Chapter 24: Armrests, Seats, and Fairings


Step 3 - Front Seat Thigh Supports

I constructed the seatpans on my workbench then fitted them to the plane.  I formed the lip over the instrument panel in a separate step using a 2-BID tape (shown on starboard seatpan) and forcing it to 90 degrees using a jig (shown on port seatpan) .  I constructed the rear seatpans the same way.  From a cosmetic point of view, I wondered why the front seatpans didnít extend outboard all the way to against the fuselage sides.  I asked Nat about this and he said (a) it was the simplest way to make the seatpans without a lot of custom-fitting, (b) the width is more than adequate for normal-sized butts, and (c) he uses the space between the seat and fuselage side for storing things such as a survival knife and odds and ends.  And as John Slade told me, he extended his seat foam and upholstery to hide this area.  What a neat place for a fire extinguisher, peanuts, and a drink holder J?  Nat also told me that his front seat pans are not glassed in.  The seatpans are not structural, so he made his to be removable so he can use the area under the front seats for more storage.

   

Addendum 11-12-07:  I decided to incorporate Dennis Passey's front seat modifications.  His idea was that his thighs only touch a portion of the forward seat pans.  His thighs didn't touch the section that meets up with the instrument panel.  So he cut a few inches off the front edge of the seats.  He also cut out the lower portion of the instrument panel.  Then he angled the seats downward to the floor.  I modified my seats and I like the results.    The modification provides more room for getting my big size-12 feet through the leg openings.  My heel clears the front seat edge without having to turn my foot sideways. The mod also allows me to place my foot more directly onto the floor just ahead of the seat.  This helps me get in and out of the plane.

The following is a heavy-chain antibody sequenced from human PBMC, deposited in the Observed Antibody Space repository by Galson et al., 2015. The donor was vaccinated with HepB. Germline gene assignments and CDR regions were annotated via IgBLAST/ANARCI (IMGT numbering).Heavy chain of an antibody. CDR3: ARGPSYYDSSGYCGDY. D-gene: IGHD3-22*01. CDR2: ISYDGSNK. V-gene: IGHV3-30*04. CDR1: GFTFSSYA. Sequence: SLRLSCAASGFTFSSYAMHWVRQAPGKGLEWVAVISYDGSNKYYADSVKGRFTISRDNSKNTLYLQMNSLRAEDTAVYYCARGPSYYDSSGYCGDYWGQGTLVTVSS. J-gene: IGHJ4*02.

Here are some pictures showing my installation.  In the first picture, you can see that I cut 3 inches off the front of the seatpans and added  front closeout panels.  The next two pictures show the doors I added to the front closeout panels.  The doors allow me to retrieve items stored under the seats, as well as keep items from spilling out from under the seats when the plane is parked nose-down.  I also installed a compartment bulkhead under each seat pan to keep retrievable items from sliding too far aft in flight.  The bulkhead under the pilot's seat provides the structure for holding the inboard end of the retractable step. The last two pictures show the completed installation. According to the plans, the front seat pans are not held down by anything. They just sit on top the seat ribs.  I didn't care for this.  There have been a few times that the front seat pan has slid forward while I was attempting to get in and out of the plane.   So I installed hinges on the back edge of the seatpans just like we're told to do for the rear seat pans.  Thus, I can lift the seats and gain access to both storage compartments under the front seats.  I can also remove the seatpans by pulling the pins.  Notice that I added BID pads under the outboard hinges.  The inboard hinges rest on the 4-UNI, 3-BID layup holding the front seatbelt attachment onto the center heat duct.  Without the outboard pads, the outboard corners of the seatpans do not touch the fuselage floor.  So, I added the BID pads (6 plies) to fill the gap so that the back edges of the seatpans stay level. 

I'm extremely pleased with the entire installation.  But before you try this at home, please understand it's a personal preference thing. Others prefer to keep the seatpans per plans. Some have even extended the seatpans more forward. I guess it all depends on how you sit in your airplane. I tend to sit with my knees flexed. So the mod works great for me. If you sit with your legs straight out, then the mod may not work for you.  One thing's certain, the mod opens up the leg hole. It's alot easier to get your feet and legs through the hole. And...and...I really like my doors.